When children are small, their faces light up at the sight of mom and dad. But a few years ago, and the same parents finally get eye rolls.
Adolescence is a time when one can control one's own identity and peer pressure from every angle, but what causes some adolescents to thrive while others struggle with anxiety and depression?
While previous reports have attributed environmental risk factors such as poverty and racism to anxiety and depression in teenagers, a new study adds one more: a fracture in parent-child attachment.
As teenagers participating in the study moved through adolescence, their attachment to their parents changed significantly, with the largest drop in middle school. The degree of attachment at the end of high school stabilized, but the more a teenager felt estranged in his youth, the less likely he was to trust and communicate with his parents.
Dr. Suniya Luthar, co-author of the study, told ABC News that parents can prevent these feelings of mistrust from developing.
"It would be helpful if parents at this time of adolescence would leave behind all the moodiness, distance, and irritation and express feelings of love and affirmation," said Luthar, a founding professor of psychology at Arizona State University.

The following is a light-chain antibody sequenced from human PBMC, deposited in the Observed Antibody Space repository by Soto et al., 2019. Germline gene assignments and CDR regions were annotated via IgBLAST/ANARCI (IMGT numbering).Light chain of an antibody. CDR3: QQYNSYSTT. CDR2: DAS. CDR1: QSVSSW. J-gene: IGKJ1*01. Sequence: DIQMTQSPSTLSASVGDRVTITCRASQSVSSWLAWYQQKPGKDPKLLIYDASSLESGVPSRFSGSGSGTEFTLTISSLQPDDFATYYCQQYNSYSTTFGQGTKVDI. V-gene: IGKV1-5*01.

The study included 335 children who were in sixth grade in 1998 and lived in a wealthy salaried community. Each of the children underwent an annual examination up to the age of 18, asking them to rate their attachment to their mothers as well as to their fathers, as well as their anxiety and depression.
They found that higher rates of emotional alienation from the parents were associated with more emotional issues. Preteens in particular felt more than one and a half times as alienated in middle school as at an earlier age and reported a threefold loss of confidence. As a result, communication seems to have dropped about four times.
Adolescents who felt more alienated and therefore had lost confidence in their mothers (more than fathers) were more likely to be more scared of 12th grade. This also applied to the depression.
A surprise: the more communication increased until the end of high school, the more likely it was that the teenager had symptoms of depression.
The study, published in the Journal of Development and Psychopathology, did not ask parents about their children, but Luthar said that this is because the teenager's feelings are more important. Parents can protect their teenagers' mental health if at least one of them has a strong, supportive relationship with the teenager.
But Luthar added that in order to be there for their children, parents first have to take care of themselves.
"Parents, especially mothers, also hurt emotionally," said Luthar.
During each crisis, they act as first responders, which means that they do their best to spread a stressful situation.
This places mothers at risk for their own depression, Luthar said, and advised mothers to focus on their own mental well-being first, so they can make sure their teens feel heard and connected.
"Do not pour from an empty or leaky cup," she said. "Fill it out first."
Tambetta Ojong is a family doctor at the SUNY Downstate Medical Center and a member of the ABC News Medical Unit.